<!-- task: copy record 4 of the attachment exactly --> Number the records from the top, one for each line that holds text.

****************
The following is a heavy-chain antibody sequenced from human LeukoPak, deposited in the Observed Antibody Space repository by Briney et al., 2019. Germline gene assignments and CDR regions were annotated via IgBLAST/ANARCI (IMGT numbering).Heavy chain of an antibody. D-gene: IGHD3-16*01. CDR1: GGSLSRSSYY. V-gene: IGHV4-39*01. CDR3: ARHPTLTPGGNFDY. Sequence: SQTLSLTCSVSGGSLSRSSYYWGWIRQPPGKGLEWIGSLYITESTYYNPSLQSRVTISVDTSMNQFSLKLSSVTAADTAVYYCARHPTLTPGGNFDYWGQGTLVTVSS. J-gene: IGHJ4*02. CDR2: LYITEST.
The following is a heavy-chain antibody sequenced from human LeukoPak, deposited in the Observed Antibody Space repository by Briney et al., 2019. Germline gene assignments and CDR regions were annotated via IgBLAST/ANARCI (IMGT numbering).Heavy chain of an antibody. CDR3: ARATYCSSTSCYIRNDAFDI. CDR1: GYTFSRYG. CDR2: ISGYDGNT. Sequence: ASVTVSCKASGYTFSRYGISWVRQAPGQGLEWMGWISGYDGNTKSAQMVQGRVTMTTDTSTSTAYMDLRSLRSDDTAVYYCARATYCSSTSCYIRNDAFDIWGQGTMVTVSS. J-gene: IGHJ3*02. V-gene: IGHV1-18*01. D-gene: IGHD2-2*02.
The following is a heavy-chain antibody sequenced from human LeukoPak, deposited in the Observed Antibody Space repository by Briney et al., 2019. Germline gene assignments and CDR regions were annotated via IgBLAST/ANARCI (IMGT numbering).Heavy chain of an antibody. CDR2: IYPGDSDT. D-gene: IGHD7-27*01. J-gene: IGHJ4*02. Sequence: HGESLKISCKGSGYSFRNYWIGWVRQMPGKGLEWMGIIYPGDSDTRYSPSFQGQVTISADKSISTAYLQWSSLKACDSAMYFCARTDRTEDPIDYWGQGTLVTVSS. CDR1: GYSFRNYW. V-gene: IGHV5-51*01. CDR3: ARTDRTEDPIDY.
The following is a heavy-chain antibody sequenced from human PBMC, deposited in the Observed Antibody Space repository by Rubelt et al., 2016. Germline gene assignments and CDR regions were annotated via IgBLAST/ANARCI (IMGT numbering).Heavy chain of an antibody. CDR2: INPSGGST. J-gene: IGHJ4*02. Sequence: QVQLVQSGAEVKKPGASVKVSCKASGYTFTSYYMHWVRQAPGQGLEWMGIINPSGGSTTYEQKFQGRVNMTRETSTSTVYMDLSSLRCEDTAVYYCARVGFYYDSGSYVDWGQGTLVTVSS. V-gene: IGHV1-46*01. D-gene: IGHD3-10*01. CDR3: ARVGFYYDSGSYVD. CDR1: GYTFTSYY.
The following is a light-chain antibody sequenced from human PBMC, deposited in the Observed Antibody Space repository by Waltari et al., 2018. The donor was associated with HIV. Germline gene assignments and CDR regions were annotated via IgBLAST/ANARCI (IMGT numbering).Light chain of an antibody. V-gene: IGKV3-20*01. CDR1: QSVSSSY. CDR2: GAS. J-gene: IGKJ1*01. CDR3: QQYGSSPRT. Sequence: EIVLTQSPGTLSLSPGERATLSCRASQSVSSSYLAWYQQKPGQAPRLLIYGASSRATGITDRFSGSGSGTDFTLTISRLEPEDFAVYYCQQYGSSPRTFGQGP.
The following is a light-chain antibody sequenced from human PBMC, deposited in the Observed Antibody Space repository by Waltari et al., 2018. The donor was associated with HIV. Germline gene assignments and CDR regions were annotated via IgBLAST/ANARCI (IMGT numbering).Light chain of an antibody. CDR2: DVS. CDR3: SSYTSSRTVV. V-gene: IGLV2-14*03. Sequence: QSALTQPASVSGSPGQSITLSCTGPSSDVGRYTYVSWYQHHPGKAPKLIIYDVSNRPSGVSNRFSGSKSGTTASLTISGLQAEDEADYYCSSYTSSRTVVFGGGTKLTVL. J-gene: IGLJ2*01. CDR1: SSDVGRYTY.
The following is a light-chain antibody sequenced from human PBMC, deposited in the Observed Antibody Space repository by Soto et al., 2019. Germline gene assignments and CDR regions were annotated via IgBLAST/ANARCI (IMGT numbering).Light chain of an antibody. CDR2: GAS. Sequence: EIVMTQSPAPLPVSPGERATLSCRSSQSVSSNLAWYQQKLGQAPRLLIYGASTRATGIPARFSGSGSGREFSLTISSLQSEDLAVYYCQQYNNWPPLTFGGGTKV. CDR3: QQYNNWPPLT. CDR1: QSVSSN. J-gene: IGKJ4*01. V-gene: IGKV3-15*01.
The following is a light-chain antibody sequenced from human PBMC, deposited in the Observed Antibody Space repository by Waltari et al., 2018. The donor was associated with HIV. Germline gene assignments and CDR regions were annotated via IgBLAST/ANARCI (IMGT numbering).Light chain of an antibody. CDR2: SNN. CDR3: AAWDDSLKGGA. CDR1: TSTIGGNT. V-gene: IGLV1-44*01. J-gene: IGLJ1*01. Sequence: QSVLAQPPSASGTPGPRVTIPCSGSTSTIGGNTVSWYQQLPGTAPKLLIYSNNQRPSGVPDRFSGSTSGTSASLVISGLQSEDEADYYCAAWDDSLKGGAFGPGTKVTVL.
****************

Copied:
The following is a heavy-chain antibody sequenced from human PBMC, deposited in the Observed Antibody Space repository by Rubelt et al., 2016. Germline gene assignments and CDR regions were annotated via IgBLAST/ANARCI (IMGT numbering).Heavy chain of an antibody. CDR2: INPSGGST. J-gene: IGHJ4*02. Sequence: QVQLVQSGAEVKKPGASVKVSCKASGYTFTSYYMHWVRQAPGQGLEWMGIINPSGGSTTYEQKFQGRVNMTRETSTSTVYMDLSSLRCEDTAVYYCARVGFYYDSGSYVDWGQGTLVTVSS. V-gene: IGHV1-46*01. D-gene: IGHD3-10*01. CDR3: ARVGFYYDSGSYVD. CDR1: GYTFTSYY.